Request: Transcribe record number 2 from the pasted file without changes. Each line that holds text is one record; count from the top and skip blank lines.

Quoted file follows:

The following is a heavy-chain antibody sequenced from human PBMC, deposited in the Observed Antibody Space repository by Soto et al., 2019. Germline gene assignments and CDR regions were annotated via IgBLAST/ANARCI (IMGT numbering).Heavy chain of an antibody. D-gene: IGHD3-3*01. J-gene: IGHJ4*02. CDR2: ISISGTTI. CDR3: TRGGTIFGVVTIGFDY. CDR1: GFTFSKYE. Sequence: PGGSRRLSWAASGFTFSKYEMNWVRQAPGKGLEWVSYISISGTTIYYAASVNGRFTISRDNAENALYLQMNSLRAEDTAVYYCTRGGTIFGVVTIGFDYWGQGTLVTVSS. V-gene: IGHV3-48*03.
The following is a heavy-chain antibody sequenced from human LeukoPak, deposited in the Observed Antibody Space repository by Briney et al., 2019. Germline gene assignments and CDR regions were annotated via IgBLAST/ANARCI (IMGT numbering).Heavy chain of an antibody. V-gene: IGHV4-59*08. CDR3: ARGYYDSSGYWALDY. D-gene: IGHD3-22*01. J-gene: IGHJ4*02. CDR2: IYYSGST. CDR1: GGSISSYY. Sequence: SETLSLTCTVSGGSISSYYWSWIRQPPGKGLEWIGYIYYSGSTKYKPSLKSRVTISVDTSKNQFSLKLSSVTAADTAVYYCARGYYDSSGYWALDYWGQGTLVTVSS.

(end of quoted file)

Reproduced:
The following is a heavy-chain antibody sequenced from human LeukoPak, deposited in the Observed Antibody Space repository by Briney et al., 2019. Germline gene assignments and CDR regions were annotated via IgBLAST/ANARCI (IMGT numbering).Heavy chain of an antibody. V-gene: IGHV4-59*08. CDR3: ARGYYDSSGYWALDY. D-gene: IGHD3-22*01. J-gene: IGHJ4*02. CDR2: IYYSGST. CDR1: GGSISSYY. Sequence: SETLSLTCTVSGGSISSYYWSWIRQPPGKGLEWIGYIYYSGSTKYKPSLKSRVTISVDTSKNQFSLKLSSVTAADTAVYYCARGYYDSSGYWALDYWGQGTLVTVSS.